I have to say, though, these fundamentals components of the campaign are unlike anything I’ve seen in other role-playing games. In the first place, there is no “old man in a tavern” at the players’ town handing out missions to them. There are no obvious dungeons in the vicinity for the players to just go to work on, either. A space rpg provides a much closer model for what has emerged here. These relatively small groups or factions near to the players’ town are very much like a world in the Traveller game. Players even travel from one to the other to conduct trade! On the other hand, there are no obvious patrons hanging out at these places waiting to hand the players a self-contained adventure scenario just for showing up.

Each of these six campaign map locations constitute full fledged factions in their own right. They have their own strengths and weaknesses, their own goals, their own relationships with each of the other surrounding groups. And note that they could each serve as their own campaign premise for spin-off campaigns! To develop the next stage of detail of the campaign map, I only have to revisit each of these situations, visualize what’s going on from their perspective, and add the five or six odd things that surround them and that define Gamma World for them.

Gamma World is not about the usual things that role-playing games focus on. In fact, it takes something that’s secondary or tertiary in other games and it makes it the main thing. When you run a dungeon-focused game, you may have a general notion of the campaign state and how it changes each time the players return to town. This sort of thing tends to develop so slowly from session to session that it is often dispensed with entirely.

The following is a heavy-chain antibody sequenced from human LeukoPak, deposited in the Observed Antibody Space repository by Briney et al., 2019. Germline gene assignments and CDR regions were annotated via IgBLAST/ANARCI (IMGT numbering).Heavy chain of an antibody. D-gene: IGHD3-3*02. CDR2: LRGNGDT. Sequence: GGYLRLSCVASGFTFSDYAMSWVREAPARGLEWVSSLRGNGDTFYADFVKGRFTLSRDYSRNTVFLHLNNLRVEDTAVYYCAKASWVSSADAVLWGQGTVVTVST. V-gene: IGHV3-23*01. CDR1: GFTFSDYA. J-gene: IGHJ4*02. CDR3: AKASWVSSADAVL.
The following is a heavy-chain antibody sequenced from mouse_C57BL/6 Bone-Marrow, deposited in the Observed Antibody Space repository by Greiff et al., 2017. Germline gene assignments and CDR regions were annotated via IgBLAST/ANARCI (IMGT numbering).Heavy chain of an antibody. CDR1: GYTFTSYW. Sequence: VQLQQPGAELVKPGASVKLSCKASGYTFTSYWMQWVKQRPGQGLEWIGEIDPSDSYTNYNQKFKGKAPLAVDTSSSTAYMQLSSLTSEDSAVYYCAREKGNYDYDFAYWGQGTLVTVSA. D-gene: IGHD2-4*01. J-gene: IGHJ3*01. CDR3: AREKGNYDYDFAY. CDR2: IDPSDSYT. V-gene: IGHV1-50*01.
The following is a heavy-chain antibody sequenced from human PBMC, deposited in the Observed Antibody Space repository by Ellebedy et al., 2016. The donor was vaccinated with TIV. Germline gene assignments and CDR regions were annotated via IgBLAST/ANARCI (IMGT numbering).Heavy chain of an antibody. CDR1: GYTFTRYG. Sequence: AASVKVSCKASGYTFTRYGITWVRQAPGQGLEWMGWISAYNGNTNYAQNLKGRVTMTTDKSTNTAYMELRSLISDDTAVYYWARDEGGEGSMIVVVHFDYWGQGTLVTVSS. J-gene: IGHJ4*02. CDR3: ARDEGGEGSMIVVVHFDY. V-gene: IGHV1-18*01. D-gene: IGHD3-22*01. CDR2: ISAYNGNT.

In contrast,  Gamma World campaign has much more in common with the faction dynamics of a dungeon… but without the walls and the levels! A Gamma World campaign is like a set of Traveller worlds. placed right up next to each other… but anyone from any of the worlds can go to any other… and they don’t need a spaceship to do it! The many mutant types combined with the various cryptic alliances means that there is all kinds of wildly different creatures right next to each other and all up to something wildly different from everybody else.

Taking that gaming premise and running with it results in an entirely different sort of gaming experience that’s liable to be light years away from what you might otherwise impose on the rules set.

  • John E. Boyle says:

    Not familiar with Gamma World at all, but I think your description of a GW campaign as a number of Traveller worlds in walking distance of each other is accurate.

    With such a wide variety of opponents, technology and weapons (that psychic vampire mutation is wild), a Gamma World campaign will never be boring.

  • TWS says:

    Have you tried metamorphosis alpha?

  • Stacey Marshall says:

    This is a great help. Planning to start running a 2e campaign so but seemed very daunting and I wasn’t sure where to start. Hope you will keep us updated with the campaign progress?

  • Chris says:

    Good stuff! Never ran a GW campaign, had it back in the 80’s but can’t remember playing. I am about to start up a game for the 1st time in 10 years. I just wrote a character intro for a Star Frontiers game I am reviving and doing a Gamma World mash-up. Where there SF Pc’s had crash landed on a planet that had undergone some type of apocalypse back in the 90’s when we last left off in the 90’s. I wrote a little scene where one of the pc got into a bar fight with a Badder, and trying to describe the crowd in the bar was exactly like you said, it’s like a Traveller game, with many more races than even later Star Frontiers campaigns normally have. It’s going to be a fun campaign.